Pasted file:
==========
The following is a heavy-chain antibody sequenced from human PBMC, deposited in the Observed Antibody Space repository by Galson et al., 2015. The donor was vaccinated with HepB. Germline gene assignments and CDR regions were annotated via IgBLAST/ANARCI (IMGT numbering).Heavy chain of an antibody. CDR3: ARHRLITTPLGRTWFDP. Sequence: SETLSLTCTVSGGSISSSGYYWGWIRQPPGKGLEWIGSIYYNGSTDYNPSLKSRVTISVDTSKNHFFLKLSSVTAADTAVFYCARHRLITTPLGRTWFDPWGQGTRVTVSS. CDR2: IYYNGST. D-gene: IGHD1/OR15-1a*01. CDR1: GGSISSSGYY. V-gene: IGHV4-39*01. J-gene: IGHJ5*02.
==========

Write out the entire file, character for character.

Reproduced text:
The following is a heavy-chain antibody sequenced from human PBMC, deposited in the Observed Antibody Space repository by Galson et al., 2015. The donor was vaccinated with HepB. Germline gene assignments and CDR regions were annotated via IgBLAST/ANARCI (IMGT numbering).Heavy chain of an antibody. CDR3: ARHRLITTPLGRTWFDP. Sequence: SETLSLTCTVSGGSISSSGYYWGWIRQPPGKGLEWIGSIYYNGSTDYNPSLKSRVTISVDTSKNHFFLKLSSVTAADTAVFYCARHRLITTPLGRTWFDPWGQGTRVTVSS. CDR2: IYYNGST. D-gene: IGHD1/OR15-1a*01. CDR1: GGSISSSGYY. V-gene: IGHV4-39*01. J-gene: IGHJ5*02.